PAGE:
The optic neuritis posts had me checking out causes for my dx eye issues, that sent me off looking into all my dx issues, finding the missing link. Funny but MS was listed over and over again, NO other dx included everything and yet i still dont have a dx of anykind to explain all these (cough) unrelated dx and the subjective sx are not even counted lol.
DX Unilateral optic neuropathy - pale optic disc - early Glaucoma with normal IOP & peripheral vision(?? ON)
DX Unilateral Nystamgus - acquired - horizontal jerk
DX Diplopia - acquired (prior to dx diplopia, remitting blurred vision and intermittant eye pain, ON maybe??)
DX farsighted - L almost normal R significantly affected, normal vision when last tested, unrelated to Glaucoma
DX Photophobia - acquired
DX Fatigue - Hypoglycemia without diagnostic evidence (normal blood gucose levels)
DX Muscle issues:
Torn flexor muscle (?) lower arm muscle off the bone, dx by sx of pain on muscle flex, burn, heat
Intercostal muscle spasms (MS Hug ?)
DX Tremor - Hypoglycemia related (not likely)
DX Clonus - noted by neuro tests but dismissed, MRI reported chronic Ischemic small vessel disease
DX cognitive issues from cognitive assessment: (note dismissed because still within normal range grrrrr)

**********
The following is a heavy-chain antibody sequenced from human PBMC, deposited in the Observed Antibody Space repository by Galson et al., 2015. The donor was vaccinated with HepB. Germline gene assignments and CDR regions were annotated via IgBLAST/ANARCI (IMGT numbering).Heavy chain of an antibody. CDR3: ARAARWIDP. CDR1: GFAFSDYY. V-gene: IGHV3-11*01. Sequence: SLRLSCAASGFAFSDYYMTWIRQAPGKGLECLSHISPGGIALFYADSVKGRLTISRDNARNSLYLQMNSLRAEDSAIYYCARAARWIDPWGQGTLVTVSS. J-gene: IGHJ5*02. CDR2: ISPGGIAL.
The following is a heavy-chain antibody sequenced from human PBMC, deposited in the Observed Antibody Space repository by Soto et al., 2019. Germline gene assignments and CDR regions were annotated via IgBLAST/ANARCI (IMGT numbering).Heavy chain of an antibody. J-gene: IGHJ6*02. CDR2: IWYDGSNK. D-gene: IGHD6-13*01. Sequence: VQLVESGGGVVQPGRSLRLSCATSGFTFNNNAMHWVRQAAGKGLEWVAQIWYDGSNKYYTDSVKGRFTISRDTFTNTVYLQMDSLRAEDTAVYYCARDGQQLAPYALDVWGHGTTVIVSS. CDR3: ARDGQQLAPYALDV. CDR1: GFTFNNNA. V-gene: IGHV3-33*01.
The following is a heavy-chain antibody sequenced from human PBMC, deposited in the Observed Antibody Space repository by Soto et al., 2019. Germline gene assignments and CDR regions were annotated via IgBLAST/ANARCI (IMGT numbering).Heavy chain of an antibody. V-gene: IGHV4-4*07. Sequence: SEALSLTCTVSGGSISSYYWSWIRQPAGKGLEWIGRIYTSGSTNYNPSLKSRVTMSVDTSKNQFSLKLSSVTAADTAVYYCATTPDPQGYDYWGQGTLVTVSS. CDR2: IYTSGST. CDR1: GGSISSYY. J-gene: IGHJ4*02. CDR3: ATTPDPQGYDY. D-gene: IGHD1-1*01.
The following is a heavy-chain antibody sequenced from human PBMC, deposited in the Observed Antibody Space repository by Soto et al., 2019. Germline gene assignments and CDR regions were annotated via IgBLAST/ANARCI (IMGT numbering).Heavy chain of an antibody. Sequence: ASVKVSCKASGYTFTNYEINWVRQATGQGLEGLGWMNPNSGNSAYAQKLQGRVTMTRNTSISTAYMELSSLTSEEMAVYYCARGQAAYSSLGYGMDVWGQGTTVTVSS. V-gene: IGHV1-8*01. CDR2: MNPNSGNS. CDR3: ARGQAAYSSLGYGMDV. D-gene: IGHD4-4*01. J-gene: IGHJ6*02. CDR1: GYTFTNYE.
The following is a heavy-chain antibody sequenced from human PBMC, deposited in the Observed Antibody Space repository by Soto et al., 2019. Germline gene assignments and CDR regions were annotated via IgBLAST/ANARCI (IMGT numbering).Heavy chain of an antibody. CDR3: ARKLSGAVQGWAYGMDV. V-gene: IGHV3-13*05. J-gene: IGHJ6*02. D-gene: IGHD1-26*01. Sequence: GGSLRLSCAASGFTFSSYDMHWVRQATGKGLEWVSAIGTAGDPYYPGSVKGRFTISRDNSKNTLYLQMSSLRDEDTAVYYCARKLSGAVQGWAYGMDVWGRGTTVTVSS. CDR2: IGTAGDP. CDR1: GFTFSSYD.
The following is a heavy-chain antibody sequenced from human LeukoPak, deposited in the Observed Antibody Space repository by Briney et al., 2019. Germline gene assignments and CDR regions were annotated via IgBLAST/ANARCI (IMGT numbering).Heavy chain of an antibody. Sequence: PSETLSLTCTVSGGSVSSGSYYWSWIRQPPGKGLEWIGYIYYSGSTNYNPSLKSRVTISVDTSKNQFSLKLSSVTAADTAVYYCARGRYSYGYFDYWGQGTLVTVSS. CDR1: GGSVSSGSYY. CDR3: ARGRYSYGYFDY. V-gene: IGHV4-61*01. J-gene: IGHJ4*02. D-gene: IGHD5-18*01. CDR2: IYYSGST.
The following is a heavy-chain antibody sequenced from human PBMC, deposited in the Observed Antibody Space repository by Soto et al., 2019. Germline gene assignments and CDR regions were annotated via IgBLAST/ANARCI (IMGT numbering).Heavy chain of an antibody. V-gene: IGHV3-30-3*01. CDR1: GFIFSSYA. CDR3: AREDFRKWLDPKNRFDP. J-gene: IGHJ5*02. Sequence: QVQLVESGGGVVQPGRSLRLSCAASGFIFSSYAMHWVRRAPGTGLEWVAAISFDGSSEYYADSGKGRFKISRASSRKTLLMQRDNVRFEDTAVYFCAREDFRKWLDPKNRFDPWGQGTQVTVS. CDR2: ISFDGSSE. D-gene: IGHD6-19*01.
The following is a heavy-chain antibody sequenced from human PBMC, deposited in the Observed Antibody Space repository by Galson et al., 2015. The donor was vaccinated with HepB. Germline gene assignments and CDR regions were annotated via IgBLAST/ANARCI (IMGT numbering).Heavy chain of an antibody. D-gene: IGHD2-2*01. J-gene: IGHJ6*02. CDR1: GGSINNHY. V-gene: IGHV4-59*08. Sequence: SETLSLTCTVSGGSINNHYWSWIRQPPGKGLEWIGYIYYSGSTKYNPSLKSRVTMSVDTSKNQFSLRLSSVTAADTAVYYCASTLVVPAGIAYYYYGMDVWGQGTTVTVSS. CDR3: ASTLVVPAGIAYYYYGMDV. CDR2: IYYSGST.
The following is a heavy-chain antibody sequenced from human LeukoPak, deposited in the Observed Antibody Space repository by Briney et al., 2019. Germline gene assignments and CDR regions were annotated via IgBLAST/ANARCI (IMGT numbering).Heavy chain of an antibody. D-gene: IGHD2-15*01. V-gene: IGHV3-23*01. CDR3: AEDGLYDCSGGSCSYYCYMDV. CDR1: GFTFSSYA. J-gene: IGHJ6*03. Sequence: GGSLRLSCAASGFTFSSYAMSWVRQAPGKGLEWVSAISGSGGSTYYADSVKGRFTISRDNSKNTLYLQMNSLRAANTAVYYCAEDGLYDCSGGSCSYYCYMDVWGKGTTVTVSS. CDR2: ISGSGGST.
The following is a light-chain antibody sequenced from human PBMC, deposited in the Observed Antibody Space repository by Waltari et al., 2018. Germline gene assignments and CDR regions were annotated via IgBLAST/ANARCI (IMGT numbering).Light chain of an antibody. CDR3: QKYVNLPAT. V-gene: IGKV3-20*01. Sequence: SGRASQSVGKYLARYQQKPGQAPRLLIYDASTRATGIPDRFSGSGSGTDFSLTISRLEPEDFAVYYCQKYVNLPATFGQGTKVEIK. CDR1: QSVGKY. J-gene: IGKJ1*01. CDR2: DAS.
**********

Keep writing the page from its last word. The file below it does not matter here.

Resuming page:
-45 IQ points
short term memory issues
DX Romberg's - neuro tests but dismissed, MRI reported chronic ischemic small vessel disease
DX Raynaud's - poor circulation
DX Inflamed veins - including occular but still no known cause, i'm cleared of the usual ones
DX chillblains - auto immune, no RA
DX brain lesions - but named the cause as chronic small vessel disease so all the above is irrelevant (lol)
DX sane - psychological testing cleared for mental health issues
Then i have the subjective sensory issues, like Uhthoff's, tingling spots, hot spots, wet spot etc, not sure where balance and my communications issues go, mentioned by my GP but not an official dx. I do know that the chillblains (dx -16) and vein issues (new 2010) are not a usual MS issue but didn't want to exclude, who knows they may fall under autonomatic functions which then makes them still valid.
Anyway, I thought it interesting to write them all down, I was having a laugh about the odds of all this in one person, ramping up since 2003 and still nothing named, got to find it laughable to look for the lesions and find them, name them something that doesn't cause my sx, so dismiss them in there entirety. Ha the last neuro said he only wanted to know if i was blind, hmmmm are you dx with MS all blind, what a tosser ROFL.
JJ - Silly girl. YOu know what all of these spell out. You have had total dunderheads for doctors. NOne of them seem to be able to put things together. Each one only will diagnose the problem in front of them that exact moment. You need a capable diagnostician.
I, for one, cannot believe you don't have a diagnosis. If I was confident that the rule-out has been thorough I would give you an honorary MS diagnosis, but so few neuros pay attention to some errant, former pediatrician blathering away on the internet.
Yes, we have already documented that particular Lie "You can't have MS because you can still see." Hmmmm, proper retort." And you surely cannot be a doctor because you have lost the ability to think!"